Serial.println(thirdSegment);
    Serial.println(fourthSegment);
    newData = false;
  }
}

gfvalvo:
Now it's straight forward. Use strtok with comma as the delimiter.

It is NOT necessarily straightforward, or even possible, to parse NMEA data with strtok. A sentence can have multiple delimiters in a row, when the GPS has no data to put in the field. strtok() can not return a pointer to an empty string, so it can't tell you that there are adjacent delimiters. It consumes as many adjacent delimiters as it can, and then returns a pointer to the next token.

OP: Look at how TinyGPS++, for instance, parses NMEA data, without using strtok(). Hint: You have to fund the commas individually, which is NOT hard.

MorganS:
OK. Not the most flexible library out there. It must have an 8-character latitude and it must be presented to the library in a null-terminated string.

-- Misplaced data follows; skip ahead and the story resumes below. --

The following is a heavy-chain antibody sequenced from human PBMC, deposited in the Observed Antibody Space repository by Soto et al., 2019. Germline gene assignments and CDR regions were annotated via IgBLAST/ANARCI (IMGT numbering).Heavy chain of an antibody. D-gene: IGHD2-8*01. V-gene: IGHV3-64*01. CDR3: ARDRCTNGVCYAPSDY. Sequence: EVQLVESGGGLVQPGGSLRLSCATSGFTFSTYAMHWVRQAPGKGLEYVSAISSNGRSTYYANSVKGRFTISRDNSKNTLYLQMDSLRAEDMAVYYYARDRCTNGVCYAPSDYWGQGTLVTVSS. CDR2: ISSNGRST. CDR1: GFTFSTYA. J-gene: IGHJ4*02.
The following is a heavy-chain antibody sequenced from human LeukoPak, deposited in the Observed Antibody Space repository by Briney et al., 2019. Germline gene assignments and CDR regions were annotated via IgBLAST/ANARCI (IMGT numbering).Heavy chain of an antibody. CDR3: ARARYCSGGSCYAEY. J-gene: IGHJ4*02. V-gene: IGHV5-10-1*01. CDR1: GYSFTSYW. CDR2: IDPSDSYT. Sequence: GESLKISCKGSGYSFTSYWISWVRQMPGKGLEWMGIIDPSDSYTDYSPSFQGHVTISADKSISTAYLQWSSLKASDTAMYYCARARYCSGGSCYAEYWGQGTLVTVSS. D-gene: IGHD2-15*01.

The thing that stands out in the library is the inclusion of the freeMemory() function. That is a big fat warning sign saying "You will have memory problems. Here is a short stick to poke at the problems."

If you already made sure that the sender is sending the correct number of characters then just index into the string directly:

cont int indexLongitude = 9;

APRS_setLon(&recievedChars[indexLongitude]);




You can do it with pointer arithmetic but I prefer to use the location-of operator to make it clear we're sending the location of the 9th character.

this sounds interresting but how do I limit this for APRS_setLat and APRS_setLon ?

PaulS:
It is NOT necessarily straightforward, or even possible, to parse NMEA data with strtok.

It’s important to read posts carefully. OP’s string is NOT a NMEA sentence. Go back and read Reply #12.